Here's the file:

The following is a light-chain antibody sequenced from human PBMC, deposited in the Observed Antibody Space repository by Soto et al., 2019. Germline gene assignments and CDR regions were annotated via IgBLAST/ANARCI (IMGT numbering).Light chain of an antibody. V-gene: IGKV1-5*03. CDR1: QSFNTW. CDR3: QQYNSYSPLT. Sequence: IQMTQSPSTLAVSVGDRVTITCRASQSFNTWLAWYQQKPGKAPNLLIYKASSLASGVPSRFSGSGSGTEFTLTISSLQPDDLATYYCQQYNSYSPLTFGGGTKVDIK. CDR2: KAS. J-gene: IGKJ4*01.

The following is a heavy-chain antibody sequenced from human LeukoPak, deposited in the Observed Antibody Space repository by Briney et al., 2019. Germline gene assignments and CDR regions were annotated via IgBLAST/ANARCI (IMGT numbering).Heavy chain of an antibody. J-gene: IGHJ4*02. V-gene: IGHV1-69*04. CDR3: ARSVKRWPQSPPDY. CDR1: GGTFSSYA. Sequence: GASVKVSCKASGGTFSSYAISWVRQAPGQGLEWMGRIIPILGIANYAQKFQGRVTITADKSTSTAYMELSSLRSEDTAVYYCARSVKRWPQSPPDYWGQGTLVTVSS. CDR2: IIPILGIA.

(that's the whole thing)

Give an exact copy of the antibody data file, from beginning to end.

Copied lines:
The following is a light-chain antibody sequenced from human PBMC, deposited in the Observed Antibody Space repository by Soto et al., 2019. Germline gene assignments and CDR regions were annotated via IgBLAST/ANARCI (IMGT numbering).Light chain of an antibody. V-gene: IGKV1-5*03. CDR1: QSFNTW. CDR3: QQYNSYSPLT. Sequence: IQMTQSPSTLAVSVGDRVTITCRASQSFNTWLAWYQQKPGKAPNLLIYKASSLASGVPSRFSGSGSGTEFTLTISSLQPDDLATYYCQQYNSYSPLTFGGGTKVDIK. CDR2: KAS. J-gene: IGKJ4*01.

The following is a heavy-chain antibody sequenced from human LeukoPak, deposited in the Observed Antibody Space repository by Briney et al., 2019. Germline gene assignments and CDR regions were annotated via IgBLAST/ANARCI (IMGT numbering).Heavy chain of an antibody. J-gene: IGHJ4*02. V-gene: IGHV1-69*04. CDR3: ARSVKRWPQSPPDY. CDR1: GGTFSSYA. Sequence: GASVKVSCKASGGTFSSYAISWVRQAPGQGLEWMGRIIPILGIANYAQKFQGRVTITADKSTSTAYMELSSLRSEDTAVYYCARSVKRWPQSPPDYWGQGTLVTVSS. CDR2: IIPILGIA.